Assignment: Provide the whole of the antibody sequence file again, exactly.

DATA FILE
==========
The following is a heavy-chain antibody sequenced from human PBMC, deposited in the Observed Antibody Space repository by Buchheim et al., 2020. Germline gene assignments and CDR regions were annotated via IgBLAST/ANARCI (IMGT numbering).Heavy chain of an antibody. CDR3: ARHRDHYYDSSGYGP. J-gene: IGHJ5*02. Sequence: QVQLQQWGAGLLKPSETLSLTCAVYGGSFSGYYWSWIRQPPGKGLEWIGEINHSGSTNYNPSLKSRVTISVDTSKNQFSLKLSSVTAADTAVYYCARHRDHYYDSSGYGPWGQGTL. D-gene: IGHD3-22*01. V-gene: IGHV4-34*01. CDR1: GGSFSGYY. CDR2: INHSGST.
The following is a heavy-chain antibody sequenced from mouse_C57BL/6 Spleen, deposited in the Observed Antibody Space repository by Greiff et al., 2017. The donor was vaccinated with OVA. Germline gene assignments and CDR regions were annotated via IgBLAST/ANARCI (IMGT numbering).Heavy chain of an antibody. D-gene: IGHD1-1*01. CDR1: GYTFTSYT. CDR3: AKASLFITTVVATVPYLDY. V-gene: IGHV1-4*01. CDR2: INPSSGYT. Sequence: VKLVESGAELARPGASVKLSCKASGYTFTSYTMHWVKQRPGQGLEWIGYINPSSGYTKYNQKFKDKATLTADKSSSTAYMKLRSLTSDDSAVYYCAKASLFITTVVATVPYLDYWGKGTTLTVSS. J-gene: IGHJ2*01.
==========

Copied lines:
The following is a heavy-chain antibody sequenced from human PBMC, deposited in the Observed Antibody Space repository by Buchheim et al., 2020. Germline gene assignments and CDR regions were annotated via IgBLAST/ANARCI (IMGT numbering).Heavy chain of an antibody. CDR3: ARHRDHYYDSSGYGP. J-gene: IGHJ5*02. Sequence: QVQLQQWGAGLLKPSETLSLTCAVYGGSFSGYYWSWIRQPPGKGLEWIGEINHSGSTNYNPSLKSRVTISVDTSKNQFSLKLSSVTAADTAVYYCARHRDHYYDSSGYGPWGQGTL. D-gene: IGHD3-22*01. V-gene: IGHV4-34*01. CDR1: GGSFSGYY. CDR2: INHSGST.
The following is a heavy-chain antibody sequenced from mouse_C57BL/6 Spleen, deposited in the Observed Antibody Space repository by Greiff et al., 2017. The donor was vaccinated with OVA. Germline gene assignments and CDR regions were annotated via IgBLAST/ANARCI (IMGT numbering).Heavy chain of an antibody. D-gene: IGHD1-1*01. CDR1: GYTFTSYT. CDR3: AKASLFITTVVATVPYLDY. V-gene: IGHV1-4*01. CDR2: INPSSGYT. Sequence: VKLVESGAELARPGASVKLSCKASGYTFTSYTMHWVKQRPGQGLEWIGYINPSSGYTKYNQKFKDKATLTADKSSSTAYMKLRSLTSDDSAVYYCAKASLFITTVVATVPYLDYWGKGTTLTVSS. J-gene: IGHJ2*01.